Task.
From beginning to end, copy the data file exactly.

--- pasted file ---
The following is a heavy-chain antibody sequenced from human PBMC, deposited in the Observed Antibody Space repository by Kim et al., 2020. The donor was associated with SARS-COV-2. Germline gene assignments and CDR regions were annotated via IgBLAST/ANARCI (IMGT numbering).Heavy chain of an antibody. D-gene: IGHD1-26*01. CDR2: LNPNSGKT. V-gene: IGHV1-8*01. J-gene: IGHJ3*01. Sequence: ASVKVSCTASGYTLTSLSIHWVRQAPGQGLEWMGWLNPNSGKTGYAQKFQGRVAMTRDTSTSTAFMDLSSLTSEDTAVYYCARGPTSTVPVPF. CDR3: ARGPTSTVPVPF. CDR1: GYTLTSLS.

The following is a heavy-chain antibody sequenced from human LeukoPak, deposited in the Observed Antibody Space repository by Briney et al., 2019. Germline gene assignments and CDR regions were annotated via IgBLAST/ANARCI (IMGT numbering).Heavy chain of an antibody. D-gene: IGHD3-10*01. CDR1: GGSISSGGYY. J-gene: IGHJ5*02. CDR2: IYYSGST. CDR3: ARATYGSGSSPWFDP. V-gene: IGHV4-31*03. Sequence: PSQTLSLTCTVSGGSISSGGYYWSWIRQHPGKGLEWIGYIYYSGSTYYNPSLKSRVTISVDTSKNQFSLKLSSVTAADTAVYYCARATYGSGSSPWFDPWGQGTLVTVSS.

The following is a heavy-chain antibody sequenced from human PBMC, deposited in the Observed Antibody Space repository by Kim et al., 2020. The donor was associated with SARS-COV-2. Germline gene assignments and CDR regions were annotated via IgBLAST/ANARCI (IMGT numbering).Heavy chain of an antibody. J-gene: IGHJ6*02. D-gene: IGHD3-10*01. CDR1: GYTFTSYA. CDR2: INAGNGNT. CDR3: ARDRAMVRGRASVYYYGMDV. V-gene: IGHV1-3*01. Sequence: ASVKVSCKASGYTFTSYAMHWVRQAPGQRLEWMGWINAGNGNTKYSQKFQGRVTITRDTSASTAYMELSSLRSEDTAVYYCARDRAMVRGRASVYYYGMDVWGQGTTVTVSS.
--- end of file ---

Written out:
The following is a heavy-chain antibody sequenced from human PBMC, deposited in the Observed Antibody Space repository by Kim et al., 2020. The donor was associated with SARS-COV-2. Germline gene assignments and CDR regions were annotated via IgBLAST/ANARCI (IMGT numbering).Heavy chain of an antibody. D-gene: IGHD1-26*01. CDR2: LNPNSGKT. V-gene: IGHV1-8*01. J-gene: IGHJ3*01. Sequence: ASVKVSCTASGYTLTSLSIHWVRQAPGQGLEWMGWLNPNSGKTGYAQKFQGRVAMTRDTSTSTAFMDLSSLTSEDTAVYYCARGPTSTVPVPF. CDR3: ARGPTSTVPVPF. CDR1: GYTLTSLS.

The following is a heavy-chain antibody sequenced from human LeukoPak, deposited in the Observed Antibody Space repository by Briney et al., 2019. Germline gene assignments and CDR regions were annotated via IgBLAST/ANARCI (IMGT numbering).Heavy chain of an antibody. D-gene: IGHD3-10*01. CDR1: GGSISSGGYY. J-gene: IGHJ5*02. CDR2: IYYSGST. CDR3: ARATYGSGSSPWFDP. V-gene: IGHV4-31*03. Sequence: PSQTLSLTCTVSGGSISSGGYYWSWIRQHPGKGLEWIGYIYYSGSTYYNPSLKSRVTISVDTSKNQFSLKLSSVTAADTAVYYCARATYGSGSSPWFDPWGQGTLVTVSS.

The following is a heavy-chain antibody sequenced from human PBMC, deposited in the Observed Antibody Space repository by Kim et al., 2020. The donor was associated with SARS-COV-2. Germline gene assignments and CDR regions were annotated via IgBLAST/ANARCI (IMGT numbering).Heavy chain of an antibody. J-gene: IGHJ6*02. D-gene: IGHD3-10*01. CDR1: GYTFTSYA. CDR2: INAGNGNT. CDR3: ARDRAMVRGRASVYYYGMDV. V-gene: IGHV1-3*01. Sequence: ASVKVSCKASGYTFTSYAMHWVRQAPGQRLEWMGWINAGNGNTKYSQKFQGRVTITRDTSASTAYMELSSLRSEDTAVYYCARDRAMVRGRASVYYYGMDVWGQGTTVTVSS.